What is interesting about Rich is how her poetry and the changes in its content over the years reflected her own personal struggles as well as what was happening in the world at the time. She was married in her early twenties to a Harvard University economist named Alfred H. Conrad and had three sons before the age of 30. During this time her poetry was described by Randall Jarrell as, “The poet [behind these poems] cannot help seeming to us a sort of princess in a fairy tale.” In a time of female suppression, when women were merely the perfect domestic goddesses with no careers, finances or rights, it is no surprise that Rich’s poetry took on fairy tale proportions. However, her unease as a woman and a wife in this type of society is already implied. In Living in Sin she writes:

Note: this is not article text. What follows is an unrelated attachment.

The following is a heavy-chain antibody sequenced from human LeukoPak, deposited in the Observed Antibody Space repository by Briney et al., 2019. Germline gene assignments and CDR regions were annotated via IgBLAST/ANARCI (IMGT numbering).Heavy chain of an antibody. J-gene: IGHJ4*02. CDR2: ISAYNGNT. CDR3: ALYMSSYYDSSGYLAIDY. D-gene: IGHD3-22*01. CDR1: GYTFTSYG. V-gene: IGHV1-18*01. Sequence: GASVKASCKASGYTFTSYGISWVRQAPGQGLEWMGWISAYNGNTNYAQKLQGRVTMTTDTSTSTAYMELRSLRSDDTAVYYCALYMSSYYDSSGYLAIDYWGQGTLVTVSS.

Meanwhile, he, with a yawn,
Sounded a dozen notes upon the keyboard,
Declared it out of tune, shrugged at the mirror,
Rubbed at his beard, when out for cigarettes,
While she, jeered by the minor demons,
Pulled back to the sheets and made the bed and found
A towel to dust the table-top,
And let the coffee-pot boil over on the stove.
By evening she was back in love again,
Though not so wholly but throughout the night
She woke sometimes to feel the daylight coming
Like a relentless milkman up the stairs.

These first attempts at trying to understand feminism became increasingly confrontational over the next few decades with Snapshots of a Daughter-in-Law and Leaflets exploring issues like a women’s role in society, the Vietnam War, and racism.